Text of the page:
In the new world of social media, it seems that every business is encouraged to Tweet, Pin, post, blog, use Periscope, create content for Vine and Snapchat and generate viral video for YouTube. It doesn’t matter if you sell elevator cleaners or vacuums, almost every single business and industry will face this conversation at some point in time.
What’s behind this push to be more social? Is it really the evolution of business or just another over-hyped fad that’s getting in the way of making more sales?
Social Selling: Techniques to Influence Buyers and Changemakers intends to help sort it all out.
What is Social Selling About?
Social Selling delves into the potential power of using social media and networking as the new mechanism for B2B sales. The book argues that the traditional method of B2B sales, effectively pitching your idea to a C-level executive or decision maker, doesn’t work anymore.
Businesses have options now. With the click of a button, they can research a company’s services, reputation and reviews in less time than a sales person can do their elevator pitch.
Realizing that we live in this kind of world, the book argues, sales people need to wake up or get left behind. The book doesn’t argue that sales people will be gone, but that they need to evolve. That evolution comes in the form of a Social Community Manager (SCM), a position designed to build community and move them toward the sales.
The authors of Social Selling don’t argue for engaging in social media just for its own sake. Social media, they argue, can be a tool to help sales staff attract cold leads, nurture warm leads and establish an ongoing (rather than fixed) relationship that provides more value to everyone involved.
In short, the premise of this book is that you don’t need one million followers to “win” at social media as a business. You need a defined community that you interact with and a system for maximizing that interaction. You can achieve that level with a follower count that is lower than a hundred or higher than a million.
The book is collaboration between Timothy Hughes and Matt Reynolds. Hughes is the former UK Business Development Director of Oracle where he managed a $110 million budget and is now a popular blogger, speaker, and social media expert
Reynolds is a serial entrepreneur and founder of Elixia Marketing and Red Piranha Labs.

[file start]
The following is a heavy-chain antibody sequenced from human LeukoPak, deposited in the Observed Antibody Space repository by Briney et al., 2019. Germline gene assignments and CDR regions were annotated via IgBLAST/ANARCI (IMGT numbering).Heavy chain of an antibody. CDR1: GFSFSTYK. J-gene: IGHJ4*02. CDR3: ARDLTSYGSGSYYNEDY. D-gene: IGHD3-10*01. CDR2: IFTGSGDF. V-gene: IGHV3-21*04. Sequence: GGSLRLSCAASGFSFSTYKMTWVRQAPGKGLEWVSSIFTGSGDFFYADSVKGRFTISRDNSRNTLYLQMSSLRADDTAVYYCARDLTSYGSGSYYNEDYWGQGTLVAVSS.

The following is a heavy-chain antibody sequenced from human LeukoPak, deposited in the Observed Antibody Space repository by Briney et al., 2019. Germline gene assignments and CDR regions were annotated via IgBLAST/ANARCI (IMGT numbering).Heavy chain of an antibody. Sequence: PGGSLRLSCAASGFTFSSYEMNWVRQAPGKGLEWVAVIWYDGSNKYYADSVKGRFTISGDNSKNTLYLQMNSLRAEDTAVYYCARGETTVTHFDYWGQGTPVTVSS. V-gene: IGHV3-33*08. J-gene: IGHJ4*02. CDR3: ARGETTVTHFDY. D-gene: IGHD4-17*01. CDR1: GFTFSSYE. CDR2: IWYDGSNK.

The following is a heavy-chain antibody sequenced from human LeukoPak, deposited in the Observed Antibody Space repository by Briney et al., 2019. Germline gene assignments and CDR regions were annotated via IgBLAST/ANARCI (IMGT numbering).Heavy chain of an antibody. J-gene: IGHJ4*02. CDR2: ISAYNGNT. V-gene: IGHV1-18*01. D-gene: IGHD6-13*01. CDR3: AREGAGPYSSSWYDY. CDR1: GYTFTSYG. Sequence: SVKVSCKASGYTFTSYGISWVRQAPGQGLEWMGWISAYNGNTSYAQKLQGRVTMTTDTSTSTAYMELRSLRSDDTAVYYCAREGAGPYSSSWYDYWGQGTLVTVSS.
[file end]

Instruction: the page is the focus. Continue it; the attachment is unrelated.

What Was Best About Social Selling?
The best part of Social Selling is that it looks at social media marketing holistically in a way few other books do. Many books praise social media without pointing out the need for a specific revenue-focused strategy. Other books focus on the strategy and skip out on the networking and community-building aspects of social media marketing. But you need all three of these aspects (revenue-focused strategy, networking, community-building) to understand social media marketing as a whole, whether in B2B or B2C.
What Could Have Been Done Differently
Although the book recognizes nuance, Social Selling does tend to make an assumption that should be recognized. The assumption is a belief in the “changemaker” or “influencer” effect. Under this “effect”, all a company needs to do is to influence the changemaker and a chain reaction of sales will eventually follow. Social media and networking, in general, are a bit more complex than that. Additional emphasis on building the initial platform to get a community could be quite helpful to fill in this gap.
Why Read Social Selling?
Social Selling is for the manager or owner who “gets that they don’t get it” about social media. They may have social media accounts or just complain about it, but they recognize that the sales landscape has changed. Written especially for B2B managers and owners, the book guides readers through the mindset (along with a couple of tools of the trade) needed to create a revenue-generating strategy. The book won’t provide all you need to know, but it will certainly help you understand how to outline a more socially mature marketing strategy (leads, community, sales).